There are no gay people in Sochi, says the mayor of Sochi

"We do not have them in our city," says Sochi Mayor Anatoly Pakhomov

By Katie McDonough
January 28, 2014 1:49AM (UTC)
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Protesters against the 2014 Winter Olympics being held in Sochi, Russia (AP/Lefteris Pitarakis)

There are no gay people in Sochi, according to the mayor of Sochi, who knows about these things.

But even though there are no gay people in Sochi, that doesn't mean that gay people aren't welcome in Sochi, Anatoly Pakhomov clarified. Gay people are welcome in Sochi (where there are currently no gay people) as long as they "respect Russian law."


"Our hospitality will be extended to everyone who respects the laws of the Russian Federation and doesn't impose their habits on others," he explained.

When asked if he believed Russia's anti-gay law will lead to discrimination or violence in Sochi, Pakhomoy defended the criminalization of pro-LGBTQ speech as a "live and let live" kind of thing. Then he said the thing about no gay people in Sochi.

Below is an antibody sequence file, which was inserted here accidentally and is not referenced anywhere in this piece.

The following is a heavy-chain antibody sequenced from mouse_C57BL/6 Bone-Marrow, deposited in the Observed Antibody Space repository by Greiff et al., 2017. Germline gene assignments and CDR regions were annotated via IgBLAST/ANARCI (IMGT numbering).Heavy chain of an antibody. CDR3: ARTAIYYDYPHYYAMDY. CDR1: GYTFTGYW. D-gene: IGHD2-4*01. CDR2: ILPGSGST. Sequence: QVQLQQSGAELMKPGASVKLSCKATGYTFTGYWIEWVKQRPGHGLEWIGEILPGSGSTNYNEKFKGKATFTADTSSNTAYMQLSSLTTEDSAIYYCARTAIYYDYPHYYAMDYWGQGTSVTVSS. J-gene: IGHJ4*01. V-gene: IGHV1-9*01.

"No, we just say that it is your business, it's your life," he explained. "But it's not accepted here in the Caucasus where we live. We do not have them in our city."


When asked if he was really, really sure about there being no gay people in Sochi, he finally conceded, "I am not sure, but I don't bloody know them."

h/t BBC News


Katie McDonough

Katie McDonough is Salon's politics writer, focusing on gender, sexuality and reproductive justice. Follow her on Twitter @kmcdonovgh or email her at

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2014 Sochi Olympics Gay Rights Lgbtq Rights Russia Sochi Winter Games